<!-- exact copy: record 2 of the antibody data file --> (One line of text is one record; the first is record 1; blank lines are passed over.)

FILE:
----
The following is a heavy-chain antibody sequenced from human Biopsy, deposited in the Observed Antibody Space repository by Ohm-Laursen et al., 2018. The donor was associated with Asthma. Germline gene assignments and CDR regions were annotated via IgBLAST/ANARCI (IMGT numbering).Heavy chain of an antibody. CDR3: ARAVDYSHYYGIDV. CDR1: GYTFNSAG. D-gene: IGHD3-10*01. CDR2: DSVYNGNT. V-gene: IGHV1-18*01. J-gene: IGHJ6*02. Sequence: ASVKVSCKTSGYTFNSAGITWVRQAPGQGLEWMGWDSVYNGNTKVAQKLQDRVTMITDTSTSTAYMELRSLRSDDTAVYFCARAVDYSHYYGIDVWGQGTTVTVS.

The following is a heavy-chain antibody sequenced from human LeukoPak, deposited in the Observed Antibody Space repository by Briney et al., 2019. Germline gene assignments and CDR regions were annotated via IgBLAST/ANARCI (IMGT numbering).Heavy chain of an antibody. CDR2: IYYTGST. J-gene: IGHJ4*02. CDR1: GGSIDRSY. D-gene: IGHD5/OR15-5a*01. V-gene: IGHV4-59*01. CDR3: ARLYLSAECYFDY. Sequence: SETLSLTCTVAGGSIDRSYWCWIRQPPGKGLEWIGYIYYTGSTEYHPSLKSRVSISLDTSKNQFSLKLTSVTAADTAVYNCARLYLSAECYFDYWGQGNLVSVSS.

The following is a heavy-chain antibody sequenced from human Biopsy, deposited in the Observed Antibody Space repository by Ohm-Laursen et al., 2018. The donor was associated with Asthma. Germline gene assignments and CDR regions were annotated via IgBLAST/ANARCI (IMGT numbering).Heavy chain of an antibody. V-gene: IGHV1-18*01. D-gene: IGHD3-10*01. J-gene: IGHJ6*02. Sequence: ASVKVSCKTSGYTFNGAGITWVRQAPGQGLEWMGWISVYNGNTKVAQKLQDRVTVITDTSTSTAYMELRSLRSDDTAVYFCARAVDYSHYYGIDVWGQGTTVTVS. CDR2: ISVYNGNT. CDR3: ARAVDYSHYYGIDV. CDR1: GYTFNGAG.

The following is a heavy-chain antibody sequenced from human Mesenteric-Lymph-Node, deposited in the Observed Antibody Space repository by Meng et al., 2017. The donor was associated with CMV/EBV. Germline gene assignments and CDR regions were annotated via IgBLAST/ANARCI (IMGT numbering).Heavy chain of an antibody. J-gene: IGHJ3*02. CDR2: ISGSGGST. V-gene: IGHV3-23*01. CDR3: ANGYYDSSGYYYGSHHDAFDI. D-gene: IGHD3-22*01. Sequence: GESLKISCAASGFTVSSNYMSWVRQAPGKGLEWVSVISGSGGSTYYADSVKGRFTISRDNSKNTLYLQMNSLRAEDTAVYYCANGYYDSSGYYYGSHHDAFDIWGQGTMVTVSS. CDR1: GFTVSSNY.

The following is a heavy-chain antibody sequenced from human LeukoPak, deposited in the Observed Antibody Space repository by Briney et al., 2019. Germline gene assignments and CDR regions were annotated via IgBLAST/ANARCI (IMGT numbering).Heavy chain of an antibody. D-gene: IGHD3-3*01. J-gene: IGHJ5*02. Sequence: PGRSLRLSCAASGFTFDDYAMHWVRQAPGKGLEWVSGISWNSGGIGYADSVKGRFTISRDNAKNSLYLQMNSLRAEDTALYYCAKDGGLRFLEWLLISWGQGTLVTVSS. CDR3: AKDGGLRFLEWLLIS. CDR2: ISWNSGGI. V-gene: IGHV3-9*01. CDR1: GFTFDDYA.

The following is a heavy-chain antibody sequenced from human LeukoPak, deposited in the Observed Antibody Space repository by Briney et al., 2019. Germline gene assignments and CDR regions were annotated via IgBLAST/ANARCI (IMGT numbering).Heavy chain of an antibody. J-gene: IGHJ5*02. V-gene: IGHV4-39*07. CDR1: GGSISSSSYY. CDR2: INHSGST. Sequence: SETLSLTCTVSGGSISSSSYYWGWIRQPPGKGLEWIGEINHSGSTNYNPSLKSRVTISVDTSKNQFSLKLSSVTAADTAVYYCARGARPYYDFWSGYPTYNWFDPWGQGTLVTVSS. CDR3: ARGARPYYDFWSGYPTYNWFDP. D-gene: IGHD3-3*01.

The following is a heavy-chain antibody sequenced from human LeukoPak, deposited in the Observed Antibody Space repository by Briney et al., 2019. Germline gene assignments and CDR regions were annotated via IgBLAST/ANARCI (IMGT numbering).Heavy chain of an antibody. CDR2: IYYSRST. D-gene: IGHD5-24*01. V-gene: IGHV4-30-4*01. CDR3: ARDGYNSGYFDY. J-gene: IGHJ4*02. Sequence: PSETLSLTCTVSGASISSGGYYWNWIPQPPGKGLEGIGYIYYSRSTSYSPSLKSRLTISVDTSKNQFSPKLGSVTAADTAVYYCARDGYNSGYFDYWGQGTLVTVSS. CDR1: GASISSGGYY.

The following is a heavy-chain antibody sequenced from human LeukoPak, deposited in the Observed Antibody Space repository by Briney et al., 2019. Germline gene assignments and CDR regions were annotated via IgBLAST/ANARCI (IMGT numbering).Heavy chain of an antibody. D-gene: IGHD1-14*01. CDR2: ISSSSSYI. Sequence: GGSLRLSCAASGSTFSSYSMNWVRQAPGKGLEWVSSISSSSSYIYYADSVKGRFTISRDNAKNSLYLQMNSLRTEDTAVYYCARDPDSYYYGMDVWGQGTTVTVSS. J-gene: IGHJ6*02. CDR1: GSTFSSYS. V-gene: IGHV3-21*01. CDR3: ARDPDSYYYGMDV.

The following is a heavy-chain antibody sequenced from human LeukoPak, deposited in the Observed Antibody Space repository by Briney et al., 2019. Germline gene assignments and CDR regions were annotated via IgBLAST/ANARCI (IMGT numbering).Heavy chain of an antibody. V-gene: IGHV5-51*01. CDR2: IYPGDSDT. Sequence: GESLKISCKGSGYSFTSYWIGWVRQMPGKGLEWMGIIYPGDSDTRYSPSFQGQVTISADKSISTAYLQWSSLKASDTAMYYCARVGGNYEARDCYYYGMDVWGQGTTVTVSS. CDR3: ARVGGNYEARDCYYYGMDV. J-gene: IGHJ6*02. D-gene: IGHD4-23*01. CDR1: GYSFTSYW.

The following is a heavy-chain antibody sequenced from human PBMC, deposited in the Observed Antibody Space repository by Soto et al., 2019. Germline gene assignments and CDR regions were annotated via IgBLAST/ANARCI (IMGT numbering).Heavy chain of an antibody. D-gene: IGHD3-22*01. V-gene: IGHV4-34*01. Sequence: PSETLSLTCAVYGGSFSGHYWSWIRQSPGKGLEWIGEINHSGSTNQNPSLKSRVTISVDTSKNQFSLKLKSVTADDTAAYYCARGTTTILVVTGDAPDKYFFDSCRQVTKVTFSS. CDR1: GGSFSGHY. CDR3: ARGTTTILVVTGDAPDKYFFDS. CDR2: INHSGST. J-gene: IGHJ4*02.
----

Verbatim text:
The following is a heavy-chain antibody sequenced from human LeukoPak, deposited in the Observed Antibody Space repository by Briney et al., 2019. Germline gene assignments and CDR regions were annotated via IgBLAST/ANARCI (IMGT numbering).Heavy chain of an antibody. CDR2: IYYTGST. J-gene: IGHJ4*02. CDR1: GGSIDRSY. D-gene: IGHD5/OR15-5a*01. V-gene: IGHV4-59*01. CDR3: ARLYLSAECYFDY. Sequence: SETLSLTCTVAGGSIDRSYWCWIRQPPGKGLEWIGYIYYTGSTEYHPSLKSRVSISLDTSKNQFSLKLTSVTAADTAVYNCARLYLSAECYFDYWGQGNLVSVSS.